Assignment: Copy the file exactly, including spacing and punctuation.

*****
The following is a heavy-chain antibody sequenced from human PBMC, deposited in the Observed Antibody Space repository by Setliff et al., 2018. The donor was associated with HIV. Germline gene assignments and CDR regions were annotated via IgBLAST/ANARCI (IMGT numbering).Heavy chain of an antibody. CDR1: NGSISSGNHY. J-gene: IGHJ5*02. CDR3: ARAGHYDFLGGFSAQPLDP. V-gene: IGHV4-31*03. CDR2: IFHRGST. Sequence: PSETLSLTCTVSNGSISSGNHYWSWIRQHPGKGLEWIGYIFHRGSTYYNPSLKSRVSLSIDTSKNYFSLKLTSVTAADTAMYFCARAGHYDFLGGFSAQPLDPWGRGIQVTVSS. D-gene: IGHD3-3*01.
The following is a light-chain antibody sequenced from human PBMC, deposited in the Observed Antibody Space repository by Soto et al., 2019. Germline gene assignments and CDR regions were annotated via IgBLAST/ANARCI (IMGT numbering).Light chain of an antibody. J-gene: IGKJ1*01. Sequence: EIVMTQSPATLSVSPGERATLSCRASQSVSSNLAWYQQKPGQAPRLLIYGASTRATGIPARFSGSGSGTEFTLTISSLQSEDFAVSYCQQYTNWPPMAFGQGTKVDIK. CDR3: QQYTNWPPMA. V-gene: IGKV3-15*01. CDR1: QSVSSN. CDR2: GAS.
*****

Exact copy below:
The following is a heavy-chain antibody sequenced from human PBMC, deposited in the Observed Antibody Space repository by Setliff et al., 2018. The donor was associated with HIV. Germline gene assignments and CDR regions were annotated via IgBLAST/ANARCI (IMGT numbering).Heavy chain of an antibody. CDR1: NGSISSGNHY. J-gene: IGHJ5*02. CDR3: ARAGHYDFLGGFSAQPLDP. V-gene: IGHV4-31*03. CDR2: IFHRGST. Sequence: PSETLSLTCTVSNGSISSGNHYWSWIRQHPGKGLEWIGYIFHRGSTYYNPSLKSRVSLSIDTSKNYFSLKLTSVTAADTAMYFCARAGHYDFLGGFSAQPLDPWGRGIQVTVSS. D-gene: IGHD3-3*01.
The following is a light-chain antibody sequenced from human PBMC, deposited in the Observed Antibody Space repository by Soto et al., 2019. Germline gene assignments and CDR regions were annotated via IgBLAST/ANARCI (IMGT numbering).Light chain of an antibody. J-gene: IGKJ1*01. Sequence: EIVMTQSPATLSVSPGERATLSCRASQSVSSNLAWYQQKPGQAPRLLIYGASTRATGIPARFSGSGSGTEFTLTISSLQSEDFAVSYCQQYTNWPPMAFGQGTKVDIK. CDR3: QQYTNWPPMA. V-gene: IGKV3-15*01. CDR1: QSVSSN. CDR2: GAS.